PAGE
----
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and general one from hell and destruction by Jesus Christ, which is this day commemorated so the Jewish seventh day Sabbath serves to usher in and prepare us for the glorious festival of the Christian Sabbath, which is to continue while. Christ hath a church upon earth, being the only day appointed to be kept in remembrance of him, and as serving to usher in and prepare us for that far more glorious and celestial Sabbath above, which shall never have an end.

then endeavour by all means to get and keep up a high esteem of the Lord's day, that day which God hath exalted above all the days of the week and above all the Jewish Sabbaths and festivals whatsoever. Of them in comparison of the Lord's day, we may say, in allusion to that word, Heb. i. 11, 12. "They perish, but thou remainest; and they all wax old like a garment, and as a vesture thou hast folded them up, and they are changed; but thou shalt (maugre all the malice of men and devils) continue the same, and thy years shall not fail." These were but as morning stars, to usher in the sun. Other festivals, in all their royalty, are not arrayed like thee. All the graces triumph in thee; all the ordinances conspire to adorn thee; the sacred Trinity do delight in the thee: The Father ruleth thee, the Son rose upon thee, and the Spirit hath overshadowed thee. Thus it is done to the day which the King of heaven delighteth to honour; and what shall be done to the man that delighteth to dishonour and put contempt upon thee !

Surely, as "God will not hold him guiltless" that breaks the third command, "by taking his name in vain ;" so he will not hold him guiltless that breaks the fourth commandment, by spending his day in vain. And though the breakers of this commandment may escape punishment from men, or may even escape outward judgments from God in this world; yet there is a day coming when he will call them to account for it. Oh sinners! the day of the Lord is like to be a dreadful day to you that despise the Lord's day.

Quest. VI. What is that proportion of time which is to be sequestrated and allowed for the Sabbath day? and when doth it begin and end.

Ans. The fourth command requires one day in every seven; by which we are not to understand only the artifi

cial day from sun-rising to sun-setting, or from the break of day until the darkness of the night comes on, and think then the Sabbath is over, and that we are no longer bound to abstain from our own works; and far less are we to think that the Sabbath is no longer than the time of public worship doth last, and that we are at freedom from the work and duties of the Sabbath when that is over. This some say in words, and many more in their practice.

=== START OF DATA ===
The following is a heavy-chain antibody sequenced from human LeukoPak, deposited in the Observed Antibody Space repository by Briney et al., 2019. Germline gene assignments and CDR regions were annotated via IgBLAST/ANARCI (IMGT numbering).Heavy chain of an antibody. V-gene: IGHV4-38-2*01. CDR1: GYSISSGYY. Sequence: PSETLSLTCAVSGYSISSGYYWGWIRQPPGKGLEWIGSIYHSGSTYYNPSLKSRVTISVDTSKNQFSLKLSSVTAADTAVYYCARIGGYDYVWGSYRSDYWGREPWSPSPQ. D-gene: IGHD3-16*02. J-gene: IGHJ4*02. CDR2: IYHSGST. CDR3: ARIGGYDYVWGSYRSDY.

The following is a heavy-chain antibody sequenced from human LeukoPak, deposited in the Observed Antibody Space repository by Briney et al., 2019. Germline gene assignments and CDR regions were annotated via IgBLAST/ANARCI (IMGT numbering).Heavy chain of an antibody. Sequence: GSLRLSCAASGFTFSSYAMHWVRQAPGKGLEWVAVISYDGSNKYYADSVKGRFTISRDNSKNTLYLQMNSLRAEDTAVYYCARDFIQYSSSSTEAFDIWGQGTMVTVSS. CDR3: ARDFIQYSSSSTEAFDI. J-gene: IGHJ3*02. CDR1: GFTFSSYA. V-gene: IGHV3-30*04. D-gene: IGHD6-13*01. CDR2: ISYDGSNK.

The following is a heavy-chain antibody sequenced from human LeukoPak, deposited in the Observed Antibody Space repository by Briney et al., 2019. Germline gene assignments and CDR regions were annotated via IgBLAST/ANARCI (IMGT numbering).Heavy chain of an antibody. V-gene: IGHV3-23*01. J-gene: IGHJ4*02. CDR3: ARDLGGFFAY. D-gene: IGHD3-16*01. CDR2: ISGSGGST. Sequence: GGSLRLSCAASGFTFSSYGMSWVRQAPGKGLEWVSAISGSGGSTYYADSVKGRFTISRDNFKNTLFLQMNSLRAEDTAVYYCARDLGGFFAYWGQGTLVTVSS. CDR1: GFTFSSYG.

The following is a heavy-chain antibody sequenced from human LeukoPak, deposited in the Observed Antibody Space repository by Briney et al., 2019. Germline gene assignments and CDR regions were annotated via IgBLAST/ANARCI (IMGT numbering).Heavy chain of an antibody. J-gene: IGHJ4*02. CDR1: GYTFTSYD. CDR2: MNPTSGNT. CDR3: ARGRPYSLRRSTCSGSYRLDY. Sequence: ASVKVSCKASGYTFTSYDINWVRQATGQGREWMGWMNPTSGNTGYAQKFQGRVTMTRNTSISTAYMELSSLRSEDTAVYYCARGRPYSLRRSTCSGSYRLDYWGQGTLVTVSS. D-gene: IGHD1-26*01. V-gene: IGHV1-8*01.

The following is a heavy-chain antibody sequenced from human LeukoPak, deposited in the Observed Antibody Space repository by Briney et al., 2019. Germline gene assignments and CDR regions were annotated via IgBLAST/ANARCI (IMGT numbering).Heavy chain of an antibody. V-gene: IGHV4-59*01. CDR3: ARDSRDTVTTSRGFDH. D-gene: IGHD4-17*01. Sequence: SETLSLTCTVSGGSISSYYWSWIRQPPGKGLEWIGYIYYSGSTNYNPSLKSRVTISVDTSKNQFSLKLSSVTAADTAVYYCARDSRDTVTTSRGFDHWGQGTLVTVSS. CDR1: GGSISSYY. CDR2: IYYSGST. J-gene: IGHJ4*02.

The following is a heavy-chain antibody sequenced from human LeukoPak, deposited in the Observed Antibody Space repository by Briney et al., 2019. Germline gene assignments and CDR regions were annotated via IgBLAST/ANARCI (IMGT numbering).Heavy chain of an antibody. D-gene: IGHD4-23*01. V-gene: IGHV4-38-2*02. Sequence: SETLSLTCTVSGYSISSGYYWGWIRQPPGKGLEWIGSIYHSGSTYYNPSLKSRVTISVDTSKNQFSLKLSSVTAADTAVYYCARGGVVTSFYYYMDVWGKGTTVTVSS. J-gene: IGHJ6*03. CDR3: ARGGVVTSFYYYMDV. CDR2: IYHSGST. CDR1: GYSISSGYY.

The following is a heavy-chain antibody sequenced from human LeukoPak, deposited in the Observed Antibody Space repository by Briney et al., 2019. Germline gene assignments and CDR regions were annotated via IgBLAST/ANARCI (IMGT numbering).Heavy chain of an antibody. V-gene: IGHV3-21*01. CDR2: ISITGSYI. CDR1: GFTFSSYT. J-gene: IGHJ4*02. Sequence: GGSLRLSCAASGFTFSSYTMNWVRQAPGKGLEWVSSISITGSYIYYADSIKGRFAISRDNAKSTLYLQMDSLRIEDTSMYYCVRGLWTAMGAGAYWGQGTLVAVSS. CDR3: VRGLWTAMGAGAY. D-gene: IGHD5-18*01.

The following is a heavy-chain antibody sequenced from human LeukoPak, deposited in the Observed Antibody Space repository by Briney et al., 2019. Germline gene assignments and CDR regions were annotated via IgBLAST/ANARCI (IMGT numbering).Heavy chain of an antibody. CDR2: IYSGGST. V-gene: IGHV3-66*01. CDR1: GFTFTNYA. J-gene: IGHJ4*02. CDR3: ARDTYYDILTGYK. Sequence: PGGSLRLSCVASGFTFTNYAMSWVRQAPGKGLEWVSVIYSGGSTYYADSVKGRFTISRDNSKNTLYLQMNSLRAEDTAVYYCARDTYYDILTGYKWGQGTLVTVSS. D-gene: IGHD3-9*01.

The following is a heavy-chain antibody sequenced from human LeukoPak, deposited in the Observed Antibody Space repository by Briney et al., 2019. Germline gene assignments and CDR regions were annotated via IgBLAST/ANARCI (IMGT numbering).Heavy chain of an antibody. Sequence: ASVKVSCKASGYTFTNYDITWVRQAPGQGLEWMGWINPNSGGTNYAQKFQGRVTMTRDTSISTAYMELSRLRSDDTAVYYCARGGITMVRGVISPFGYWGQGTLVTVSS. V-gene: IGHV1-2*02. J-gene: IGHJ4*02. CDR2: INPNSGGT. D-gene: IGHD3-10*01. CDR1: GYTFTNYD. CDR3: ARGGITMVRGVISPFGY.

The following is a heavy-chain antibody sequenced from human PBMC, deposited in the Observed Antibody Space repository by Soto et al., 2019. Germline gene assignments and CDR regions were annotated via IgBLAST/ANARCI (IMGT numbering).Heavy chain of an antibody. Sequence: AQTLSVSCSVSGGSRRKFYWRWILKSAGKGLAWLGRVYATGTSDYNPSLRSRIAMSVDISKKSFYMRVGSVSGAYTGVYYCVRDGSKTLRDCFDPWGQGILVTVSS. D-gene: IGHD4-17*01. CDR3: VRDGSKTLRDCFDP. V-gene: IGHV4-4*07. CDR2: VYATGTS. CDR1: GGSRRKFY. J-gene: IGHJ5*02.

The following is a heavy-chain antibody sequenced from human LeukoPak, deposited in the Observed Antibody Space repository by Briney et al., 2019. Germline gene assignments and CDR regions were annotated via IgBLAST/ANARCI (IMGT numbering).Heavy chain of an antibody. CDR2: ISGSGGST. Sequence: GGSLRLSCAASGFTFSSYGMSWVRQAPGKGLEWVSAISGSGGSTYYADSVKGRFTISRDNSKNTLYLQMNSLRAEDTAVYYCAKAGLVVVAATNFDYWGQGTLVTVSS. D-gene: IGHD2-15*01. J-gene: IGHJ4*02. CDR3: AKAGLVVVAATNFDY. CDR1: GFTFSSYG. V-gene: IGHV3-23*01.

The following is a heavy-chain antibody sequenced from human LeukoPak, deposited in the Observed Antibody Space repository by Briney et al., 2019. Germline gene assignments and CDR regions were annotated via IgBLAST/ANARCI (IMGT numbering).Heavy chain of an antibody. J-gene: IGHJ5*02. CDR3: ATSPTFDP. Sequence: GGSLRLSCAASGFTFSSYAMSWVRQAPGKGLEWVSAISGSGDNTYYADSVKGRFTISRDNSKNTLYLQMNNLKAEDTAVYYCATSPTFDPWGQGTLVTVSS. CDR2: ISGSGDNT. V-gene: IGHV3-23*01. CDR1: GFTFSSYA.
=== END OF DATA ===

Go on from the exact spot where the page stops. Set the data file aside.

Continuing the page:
But, consider what absurdities would follow hereupon: For, if no more time be allowed for the Sabbath, but the time of public worship; then it would follow, that God requires no private or secret duties from us on that day, since these will need some more time: but that cannot be; for, if private and secret duties be required of us on week days, then much more on the Sabbath day.

Again, it would follow, that some must keep longer Sabbaths, and others shorter; nay, the Sabbath of many shall not be above an hour or two of the day; for there are ministers and people who are scarce so long at public worship. But the whole day is the Lord's, and not a part only. You will have your servants to work the whole six week days, for you, from morning to night, and not be contented with their working an hour or two only of these days: so neither should you yield less to God than you require for yourselves. Nay, if attendance on public worship were all that is requisite this day, by virtue of the command, it would follow, that a man would be loosed from the obligation of the command, if he were in a place of the world where God is not publicly worshipped.

But all these things being absurd, I do, upon solid ground assert, that the whole natural day, consisting of twenty-four hours, is to be set apart for the Sabbath day; and that we ought to measure this day, and begin and end it, as we do other days, that is, from midnight to midnight; during which time we are to abstain from our own works, and sanctify the Lord's Sabbath. For the fourth command binds us to consecrate the seventh part of every week to the Lord, who challengeth a special property in one day of seven, and asserts his just title thereto, saying, "the seventh day is the Lord's" and also Isa. Ivii. 13. he expressly calls it, "My holy day." It is all holy; and therefore no part must be profaned or applied to common uses.


is all the Lord's; and so it is unlawful for us to rob him of any part of it, and alienate it to our private use.

Object. But who is able to spend the whole twenty-four hours in religious duties?